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27 June 2004

It is supposed - by poets and short story writers, largely - to be a truism that writing a novel is the literary equivalent of running a marathon, all grit and graft and bloody-minded endurance. Which is all well and good, except that it suffers the slight drawback (for a truism) of not actually being true. In these two respects, at least. First, that actually you write a novel just the same way you write a short story, one page at a time. With, if you're me, very little more advance planning. If it resembles any kind of physical activity (and I'm not sure it does, but bear with me) it's much more like a walking holiday in foreign parts. You start out slow and uncertain; you take a few wrong turnings, some of which matter and some of which don't, some of which lead to delights and discoveries; some days you cover miles, some days tens of miles; and as you go along, you begin to work out where you want to go. It's a tale that grows in the telling, built around the landscapes, the enterprises, the people you meet along the way.

All this is in no way like running a marathon, which is all about training and planning and regularity, knowing your course and your speed and your diet and all long before you begin; and the other thing about a marathon (or at least it's actually a part of all that, but just at the moment it feels like a thing all of its own) is that you know just exactly where it will end. Some runs, hard runs, it might feel further than usual, but actually itís not. You come into the stadium, you do one lap of the track, you come round the final bend into the home straight and maybe it looks like half a mile but actually it's less than a hundred yards and you can see the tape and it ain't moving, it is where it is and that's just where you have to get to.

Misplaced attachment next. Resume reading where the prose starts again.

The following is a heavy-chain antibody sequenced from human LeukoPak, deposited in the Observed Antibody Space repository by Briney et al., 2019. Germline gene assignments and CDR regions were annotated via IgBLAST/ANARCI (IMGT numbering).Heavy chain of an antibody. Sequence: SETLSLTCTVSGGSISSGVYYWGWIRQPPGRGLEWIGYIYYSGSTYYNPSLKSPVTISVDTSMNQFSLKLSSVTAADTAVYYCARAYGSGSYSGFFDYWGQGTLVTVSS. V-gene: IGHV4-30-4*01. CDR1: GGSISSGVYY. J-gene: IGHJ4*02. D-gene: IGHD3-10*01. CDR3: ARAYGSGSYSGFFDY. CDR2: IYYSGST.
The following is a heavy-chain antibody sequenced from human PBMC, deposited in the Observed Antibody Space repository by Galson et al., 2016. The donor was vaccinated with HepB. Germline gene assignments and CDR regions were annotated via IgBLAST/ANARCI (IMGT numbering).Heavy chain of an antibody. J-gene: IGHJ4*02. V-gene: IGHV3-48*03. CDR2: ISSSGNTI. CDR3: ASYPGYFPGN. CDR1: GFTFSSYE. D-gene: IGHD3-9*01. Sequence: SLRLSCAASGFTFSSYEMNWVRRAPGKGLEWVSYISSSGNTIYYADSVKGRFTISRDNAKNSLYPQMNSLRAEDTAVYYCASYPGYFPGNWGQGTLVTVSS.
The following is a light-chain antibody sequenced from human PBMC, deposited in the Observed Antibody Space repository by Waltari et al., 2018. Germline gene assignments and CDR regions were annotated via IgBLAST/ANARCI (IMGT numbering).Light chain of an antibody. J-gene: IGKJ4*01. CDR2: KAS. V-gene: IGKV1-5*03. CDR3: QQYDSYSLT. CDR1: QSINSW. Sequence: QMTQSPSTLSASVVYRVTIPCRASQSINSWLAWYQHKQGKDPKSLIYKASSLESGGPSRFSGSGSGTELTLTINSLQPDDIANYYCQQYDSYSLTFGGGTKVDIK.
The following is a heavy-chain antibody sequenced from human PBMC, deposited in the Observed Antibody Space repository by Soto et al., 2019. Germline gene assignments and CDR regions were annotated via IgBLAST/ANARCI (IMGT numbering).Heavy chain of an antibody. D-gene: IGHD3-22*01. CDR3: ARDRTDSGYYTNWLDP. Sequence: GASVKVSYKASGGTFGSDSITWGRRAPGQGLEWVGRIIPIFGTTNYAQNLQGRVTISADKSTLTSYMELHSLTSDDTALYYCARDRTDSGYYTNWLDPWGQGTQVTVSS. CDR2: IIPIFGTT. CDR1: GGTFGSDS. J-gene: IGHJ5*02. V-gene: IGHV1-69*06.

A couple of weeks ago I was chugging along with the novel, two and a half chapters to go and I knew what had to happen in each of them, no problems, just a matter of getting the words on the paper - and then a couple of new characters walked into the book. Bit late, guys - and I couldnít send them out again, theyíre just too good to waste. Happily I do at least have a second volume ahead of me, so they can play out their significance in that, I donít have to make them justify themselves immediately; but it did still add a few daysí work at this end. Sigh.

And then, Monday last, I e-mailed my agents with the happy news that I had a chapter and a half to go, ten daysí work, no more. And sent the e-mails and went for a walk, and by the time I got home again it had doubled to twenty. Not my fault, I just had some smart plot ideas that will pay serious dividends later - but it really did feel like there I was, running steadily for the tape, and the bloody idiots holding the tape are running off ahead of me, giggling, like itís a game of kiss chase. Grrr...

Apart from that, itís been a week of interesting gigs, where I wasnít really performing at all - hosting an evening of short story readings fused with soundtracks, interviewing G. P. Taylor in front of an audience, like that - and I suspect I ought to be talking about those things because they lend interest to the otherwise exceedingly dull life of a writer; but at this stage of a book I can see nothing but the book, and I think it shows. Ask me again in, oh, about twenty days...

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© Chaz Brenchley 2004
Reproduced here by permission of Chaz Brenchley, who asserts his moral right to be identified as the author of this work.